"Lest you undermine our struggle" : sympathetic action and the Canadian Charter of Rights and Freedoms
In this thesis I address the question of sympathetic action - action by one group of workers designed to aid another group of workers in their struggle with an employer, manifested most obviously through refusals by workers to cross a picket line - through the lens of the Canadian Charter of Rights and Freedoms. As the law currently stands in Canada, undertaking sympathetic action collectively is invariably illegal as it is considered an illegal "strike" under Canadian labour legislation. Further, workers who undertake sympathetic action - whether collectively or individually - can be subject to discipline or discharge by their employer. I argue that workers who undertake sympathetic action can have numerous motivations, ranging from economic self-interest to deeply-held political or moral beliefs (the latter manifested through the concept of "solidarity"), and that when those motivations include expressive or conscientious interests, sympathetic action should be entitled to protection by the fundamental freedoms of conscience, expression, and association found in section 2 of the Charter. I further argue that a each of these freedoms represents a different aspect of the inherent dignity and worth of an individual, and that a right to sympathetic action promotes both those freedoms and Charter values. Finally, I argue that a constitutional right to sympathetic action is a free-standing right that can exist even in the absence of a constitutional right to strike. This thesis reviews the current and historical state of Canadian law (in both the statutory labour relations regimes and in common law) regarding sympathetic action, the potential application of the Charter freedoms of conscience, expression, and association to sympathetic action, and finally options for reform that reduce or eliminate restrictions on sympathetic action and therefore make our labour relations system more in keeping with Charter values.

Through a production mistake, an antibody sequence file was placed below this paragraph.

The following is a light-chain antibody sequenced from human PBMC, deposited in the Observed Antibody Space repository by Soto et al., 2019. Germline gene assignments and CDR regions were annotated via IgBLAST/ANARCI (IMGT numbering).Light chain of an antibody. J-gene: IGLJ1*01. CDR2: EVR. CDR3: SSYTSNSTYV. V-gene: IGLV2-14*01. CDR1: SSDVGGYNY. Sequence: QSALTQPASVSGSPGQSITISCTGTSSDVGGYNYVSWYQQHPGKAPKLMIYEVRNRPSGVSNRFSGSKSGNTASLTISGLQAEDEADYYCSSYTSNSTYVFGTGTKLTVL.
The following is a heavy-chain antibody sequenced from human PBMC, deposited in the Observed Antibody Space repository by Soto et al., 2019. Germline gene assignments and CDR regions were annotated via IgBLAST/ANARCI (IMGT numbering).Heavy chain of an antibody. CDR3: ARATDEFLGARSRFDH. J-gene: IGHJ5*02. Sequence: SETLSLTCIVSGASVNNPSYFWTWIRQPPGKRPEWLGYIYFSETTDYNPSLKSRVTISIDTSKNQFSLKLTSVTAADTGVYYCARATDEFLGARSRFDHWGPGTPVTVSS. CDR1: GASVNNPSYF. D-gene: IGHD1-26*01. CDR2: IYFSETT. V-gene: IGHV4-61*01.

DegreeMaster of Laws (LL.M.)
CommitteeNorman, Ken; Carter, Mark
Copyright DateJune 2013
Canadian Charter of Rights and Freedoms
Freedom of Conscience
Freedom of Expression
Freedom of Association
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